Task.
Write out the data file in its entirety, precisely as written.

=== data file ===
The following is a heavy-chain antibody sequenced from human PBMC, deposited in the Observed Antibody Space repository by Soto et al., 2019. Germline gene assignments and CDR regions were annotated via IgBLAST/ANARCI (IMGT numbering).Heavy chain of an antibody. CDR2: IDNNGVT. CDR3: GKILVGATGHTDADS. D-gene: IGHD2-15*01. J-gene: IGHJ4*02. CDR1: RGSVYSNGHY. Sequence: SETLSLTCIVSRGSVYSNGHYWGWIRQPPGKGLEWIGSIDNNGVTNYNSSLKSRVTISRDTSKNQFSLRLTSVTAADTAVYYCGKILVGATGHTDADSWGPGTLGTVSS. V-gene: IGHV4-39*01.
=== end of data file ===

The following is a heavy-chain antibody sequenced from human PBMC, deposited in the Observed Antibody Space repository by Soto et al., 2019. Germline gene assignments and CDR regions were annotated via IgBLAST/ANARCI (IMGT numbering).Heavy chain of an antibody. CDR2: IDNNGVT. CDR3: GKILVGATGHTDADS. D-gene: IGHD2-15*01. J-gene: IGHJ4*02. CDR1: RGSVYSNGHY. Sequence: SETLSLTCIVSRGSVYSNGHYWGWIRQPPGKGLEWIGSIDNNGVTNYNSSLKSRVTISRDTSKNQFSLRLTSVTAADTAVYYCGKILVGATGHTDADSWGPGTLGTVSS. V-gene: IGHV4-39*01.